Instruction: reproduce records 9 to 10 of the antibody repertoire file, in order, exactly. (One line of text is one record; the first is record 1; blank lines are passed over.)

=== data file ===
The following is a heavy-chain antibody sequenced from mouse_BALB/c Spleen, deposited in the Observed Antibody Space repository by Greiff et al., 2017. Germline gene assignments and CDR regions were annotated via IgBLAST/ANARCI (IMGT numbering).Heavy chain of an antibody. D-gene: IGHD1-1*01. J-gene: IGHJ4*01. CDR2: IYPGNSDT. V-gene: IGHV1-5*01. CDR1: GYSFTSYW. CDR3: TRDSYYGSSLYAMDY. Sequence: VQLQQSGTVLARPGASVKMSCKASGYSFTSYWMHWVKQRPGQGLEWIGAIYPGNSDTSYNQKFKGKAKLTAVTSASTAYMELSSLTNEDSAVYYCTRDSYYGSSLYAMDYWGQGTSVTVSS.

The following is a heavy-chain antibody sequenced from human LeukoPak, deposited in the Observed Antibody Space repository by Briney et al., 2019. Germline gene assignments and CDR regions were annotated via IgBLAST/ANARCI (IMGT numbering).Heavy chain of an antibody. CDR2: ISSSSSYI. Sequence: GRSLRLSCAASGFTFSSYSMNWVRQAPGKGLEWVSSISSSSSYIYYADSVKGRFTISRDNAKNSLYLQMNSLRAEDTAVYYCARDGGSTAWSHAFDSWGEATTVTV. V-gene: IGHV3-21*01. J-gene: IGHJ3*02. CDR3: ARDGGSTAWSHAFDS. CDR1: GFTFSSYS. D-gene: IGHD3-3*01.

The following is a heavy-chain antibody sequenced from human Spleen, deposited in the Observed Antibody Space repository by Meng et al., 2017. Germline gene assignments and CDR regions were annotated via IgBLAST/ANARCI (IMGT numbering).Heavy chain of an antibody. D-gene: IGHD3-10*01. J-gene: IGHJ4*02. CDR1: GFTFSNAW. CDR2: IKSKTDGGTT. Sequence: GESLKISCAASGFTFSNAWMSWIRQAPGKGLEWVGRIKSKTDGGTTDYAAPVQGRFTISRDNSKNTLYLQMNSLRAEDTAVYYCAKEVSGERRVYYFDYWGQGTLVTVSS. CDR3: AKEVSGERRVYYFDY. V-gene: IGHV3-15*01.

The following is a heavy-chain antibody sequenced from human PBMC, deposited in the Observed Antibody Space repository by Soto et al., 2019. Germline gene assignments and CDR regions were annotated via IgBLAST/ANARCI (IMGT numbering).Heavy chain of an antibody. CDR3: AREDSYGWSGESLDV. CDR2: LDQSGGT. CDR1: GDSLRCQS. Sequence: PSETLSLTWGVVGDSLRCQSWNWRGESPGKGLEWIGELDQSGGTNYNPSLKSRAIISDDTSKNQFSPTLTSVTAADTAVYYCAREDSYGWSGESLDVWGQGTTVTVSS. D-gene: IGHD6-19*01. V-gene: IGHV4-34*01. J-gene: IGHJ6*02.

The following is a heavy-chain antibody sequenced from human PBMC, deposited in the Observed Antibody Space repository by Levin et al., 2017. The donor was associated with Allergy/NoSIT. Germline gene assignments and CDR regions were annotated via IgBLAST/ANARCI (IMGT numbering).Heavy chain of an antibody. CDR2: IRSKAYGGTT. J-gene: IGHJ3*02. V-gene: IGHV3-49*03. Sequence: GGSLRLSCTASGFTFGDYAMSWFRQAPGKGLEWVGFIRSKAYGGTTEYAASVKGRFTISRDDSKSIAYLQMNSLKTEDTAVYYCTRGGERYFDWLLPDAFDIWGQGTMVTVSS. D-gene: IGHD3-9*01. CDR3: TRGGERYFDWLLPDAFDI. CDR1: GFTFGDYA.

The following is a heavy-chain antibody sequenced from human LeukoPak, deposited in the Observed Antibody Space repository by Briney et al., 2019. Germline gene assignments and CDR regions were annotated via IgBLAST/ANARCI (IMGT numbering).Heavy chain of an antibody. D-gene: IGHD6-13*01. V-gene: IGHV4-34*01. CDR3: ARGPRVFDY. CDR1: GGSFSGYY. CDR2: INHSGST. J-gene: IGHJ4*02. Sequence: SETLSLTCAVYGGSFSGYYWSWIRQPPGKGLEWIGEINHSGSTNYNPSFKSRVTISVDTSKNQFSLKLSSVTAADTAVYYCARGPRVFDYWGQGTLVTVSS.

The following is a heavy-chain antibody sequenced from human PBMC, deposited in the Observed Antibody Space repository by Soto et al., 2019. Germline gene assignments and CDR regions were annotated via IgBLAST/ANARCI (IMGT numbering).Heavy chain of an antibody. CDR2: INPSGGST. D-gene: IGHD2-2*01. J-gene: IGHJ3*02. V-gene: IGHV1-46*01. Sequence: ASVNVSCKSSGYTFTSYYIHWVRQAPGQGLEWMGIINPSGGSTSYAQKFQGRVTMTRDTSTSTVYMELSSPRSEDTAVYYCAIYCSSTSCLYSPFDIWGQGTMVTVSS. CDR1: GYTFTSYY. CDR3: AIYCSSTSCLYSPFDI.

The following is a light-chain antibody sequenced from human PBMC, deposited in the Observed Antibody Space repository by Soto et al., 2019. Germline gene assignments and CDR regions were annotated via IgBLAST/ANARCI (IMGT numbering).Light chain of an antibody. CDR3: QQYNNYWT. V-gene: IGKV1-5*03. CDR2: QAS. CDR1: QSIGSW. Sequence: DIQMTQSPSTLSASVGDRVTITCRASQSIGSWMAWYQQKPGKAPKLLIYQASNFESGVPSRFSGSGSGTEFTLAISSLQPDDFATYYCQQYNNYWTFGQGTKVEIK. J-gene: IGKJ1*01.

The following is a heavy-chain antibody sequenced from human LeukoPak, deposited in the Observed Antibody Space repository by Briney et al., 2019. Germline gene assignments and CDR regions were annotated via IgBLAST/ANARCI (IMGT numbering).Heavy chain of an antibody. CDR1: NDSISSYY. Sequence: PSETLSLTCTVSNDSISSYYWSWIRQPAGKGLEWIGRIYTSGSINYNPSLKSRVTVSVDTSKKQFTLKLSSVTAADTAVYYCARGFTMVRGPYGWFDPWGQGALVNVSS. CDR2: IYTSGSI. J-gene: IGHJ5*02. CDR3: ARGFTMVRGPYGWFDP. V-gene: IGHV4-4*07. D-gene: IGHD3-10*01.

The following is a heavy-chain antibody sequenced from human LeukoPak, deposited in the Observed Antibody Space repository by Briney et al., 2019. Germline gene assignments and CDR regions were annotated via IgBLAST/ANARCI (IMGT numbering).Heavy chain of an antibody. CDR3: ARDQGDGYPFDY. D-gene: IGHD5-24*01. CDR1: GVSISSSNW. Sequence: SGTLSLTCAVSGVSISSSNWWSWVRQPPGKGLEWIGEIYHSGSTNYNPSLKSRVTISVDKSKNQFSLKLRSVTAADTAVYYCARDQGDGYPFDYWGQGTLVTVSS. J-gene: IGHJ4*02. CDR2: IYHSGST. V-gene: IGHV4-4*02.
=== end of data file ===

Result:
The following is a heavy-chain antibody sequenced from human LeukoPak, deposited in the Observed Antibody Space repository by Briney et al., 2019. Germline gene assignments and CDR regions were annotated via IgBLAST/ANARCI (IMGT numbering).Heavy chain of an antibody. CDR1: NDSISSYY. Sequence: PSETLSLTCTVSNDSISSYYWSWIRQPAGKGLEWIGRIYTSGSINYNPSLKSRVTVSVDTSKKQFTLKLSSVTAADTAVYYCARGFTMVRGPYGWFDPWGQGALVNVSS. CDR2: IYTSGSI. J-gene: IGHJ5*02. CDR3: ARGFTMVRGPYGWFDP. V-gene: IGHV4-4*07. D-gene: IGHD3-10*01.

The following is a heavy-chain antibody sequenced from human LeukoPak, deposited in the Observed Antibody Space repository by Briney et al., 2019. Germline gene assignments and CDR regions were annotated via IgBLAST/ANARCI (IMGT numbering).Heavy chain of an antibody. CDR3: ARDQGDGYPFDY. D-gene: IGHD5-24*01. CDR1: GVSISSSNW. Sequence: SGTLSLTCAVSGVSISSSNWWSWVRQPPGKGLEWIGEIYHSGSTNYNPSLKSRVTISVDKSKNQFSLKLRSVTAADTAVYYCARDQGDGYPFDYWGQGTLVTVSS. J-gene: IGHJ4*02. CDR2: IYHSGST. V-gene: IGHV4-4*02.